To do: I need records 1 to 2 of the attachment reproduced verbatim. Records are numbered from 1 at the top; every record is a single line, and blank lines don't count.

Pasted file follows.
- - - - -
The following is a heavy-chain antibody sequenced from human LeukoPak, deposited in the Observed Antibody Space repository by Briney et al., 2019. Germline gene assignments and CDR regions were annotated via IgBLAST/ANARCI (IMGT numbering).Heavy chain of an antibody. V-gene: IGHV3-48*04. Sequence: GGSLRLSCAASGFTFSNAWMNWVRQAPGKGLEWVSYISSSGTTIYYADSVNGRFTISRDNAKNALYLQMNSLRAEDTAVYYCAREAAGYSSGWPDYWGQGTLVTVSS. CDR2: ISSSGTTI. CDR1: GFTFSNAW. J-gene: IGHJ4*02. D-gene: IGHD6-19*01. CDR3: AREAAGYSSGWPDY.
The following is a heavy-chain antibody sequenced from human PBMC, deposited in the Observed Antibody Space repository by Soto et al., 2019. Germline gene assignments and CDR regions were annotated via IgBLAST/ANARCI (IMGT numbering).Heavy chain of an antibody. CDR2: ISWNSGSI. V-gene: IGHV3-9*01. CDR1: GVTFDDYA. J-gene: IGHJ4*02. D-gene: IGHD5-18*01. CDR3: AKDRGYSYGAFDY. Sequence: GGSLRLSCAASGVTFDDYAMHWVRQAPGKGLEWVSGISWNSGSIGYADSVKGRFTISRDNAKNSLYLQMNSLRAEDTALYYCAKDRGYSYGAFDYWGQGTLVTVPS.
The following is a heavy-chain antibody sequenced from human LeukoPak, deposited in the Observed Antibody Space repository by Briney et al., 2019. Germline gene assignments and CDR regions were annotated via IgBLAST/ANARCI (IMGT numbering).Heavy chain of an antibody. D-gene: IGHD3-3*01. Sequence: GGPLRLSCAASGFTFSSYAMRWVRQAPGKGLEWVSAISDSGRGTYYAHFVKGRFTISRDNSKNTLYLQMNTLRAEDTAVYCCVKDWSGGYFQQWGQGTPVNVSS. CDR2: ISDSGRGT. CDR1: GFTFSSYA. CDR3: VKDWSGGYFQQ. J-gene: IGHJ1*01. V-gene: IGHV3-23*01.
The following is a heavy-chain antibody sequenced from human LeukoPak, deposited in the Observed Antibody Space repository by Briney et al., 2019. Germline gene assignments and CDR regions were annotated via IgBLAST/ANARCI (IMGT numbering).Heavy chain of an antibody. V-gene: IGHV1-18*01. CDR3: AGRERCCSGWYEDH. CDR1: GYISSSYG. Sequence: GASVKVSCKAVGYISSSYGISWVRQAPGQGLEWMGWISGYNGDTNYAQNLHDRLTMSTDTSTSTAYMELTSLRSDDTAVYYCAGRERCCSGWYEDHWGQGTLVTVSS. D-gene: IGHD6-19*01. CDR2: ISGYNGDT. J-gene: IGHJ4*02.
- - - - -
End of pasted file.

The following is a heavy-chain antibody sequenced from human LeukoPak, deposited in the Observed Antibody Space repository by Briney et al., 2019. Germline gene assignments and CDR regions were annotated via IgBLAST/ANARCI (IMGT numbering).Heavy chain of an antibody. V-gene: IGHV3-48*04. Sequence: GGSLRLSCAASGFTFSNAWMNWVRQAPGKGLEWVSYISSSGTTIYYADSVNGRFTISRDNAKNALYLQMNSLRAEDTAVYYCAREAAGYSSGWPDYWGQGTLVTVSS. CDR2: ISSSGTTI. CDR1: GFTFSNAW. J-gene: IGHJ4*02. D-gene: IGHD6-19*01. CDR3: AREAAGYSSGWPDY.
The following is a heavy-chain antibody sequenced from human PBMC, deposited in the Observed Antibody Space repository by Soto et al., 2019. Germline gene assignments and CDR regions were annotated via IgBLAST/ANARCI (IMGT numbering).Heavy chain of an antibody. CDR2: ISWNSGSI. V-gene: IGHV3-9*01. CDR1: GVTFDDYA. J-gene: IGHJ4*02. D-gene: IGHD5-18*01. CDR3: AKDRGYSYGAFDY. Sequence: GGSLRLSCAASGVTFDDYAMHWVRQAPGKGLEWVSGISWNSGSIGYADSVKGRFTISRDNAKNSLYLQMNSLRAEDTALYYCAKDRGYSYGAFDYWGQGTLVTVPS.